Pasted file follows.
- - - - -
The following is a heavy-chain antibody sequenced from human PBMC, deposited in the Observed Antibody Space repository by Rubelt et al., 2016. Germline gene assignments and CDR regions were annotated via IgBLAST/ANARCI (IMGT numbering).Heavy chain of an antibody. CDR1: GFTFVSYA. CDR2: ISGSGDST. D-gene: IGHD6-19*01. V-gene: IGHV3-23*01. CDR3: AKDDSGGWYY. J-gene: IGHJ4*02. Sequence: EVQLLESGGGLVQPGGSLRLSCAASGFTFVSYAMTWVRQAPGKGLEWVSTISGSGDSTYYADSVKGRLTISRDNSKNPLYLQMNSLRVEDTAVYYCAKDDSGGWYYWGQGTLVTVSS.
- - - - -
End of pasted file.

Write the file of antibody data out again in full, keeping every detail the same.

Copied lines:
The following is a heavy-chain antibody sequenced from human PBMC, deposited in the Observed Antibody Space repository by Rubelt et al., 2016. Germline gene assignments and CDR regions were annotated via IgBLAST/ANARCI (IMGT numbering).Heavy chain of an antibody. CDR1: GFTFVSYA. CDR2: ISGSGDST. D-gene: IGHD6-19*01. V-gene: IGHV3-23*01. CDR3: AKDDSGGWYY. J-gene: IGHJ4*02. Sequence: EVQLLESGGGLVQPGGSLRLSCAASGFTFVSYAMTWVRQAPGKGLEWVSTISGSGDSTYYADSVKGRLTISRDNSKNPLYLQMNSLRVEDTAVYYCAKDDSGGWYYWGQGTLVTVSS.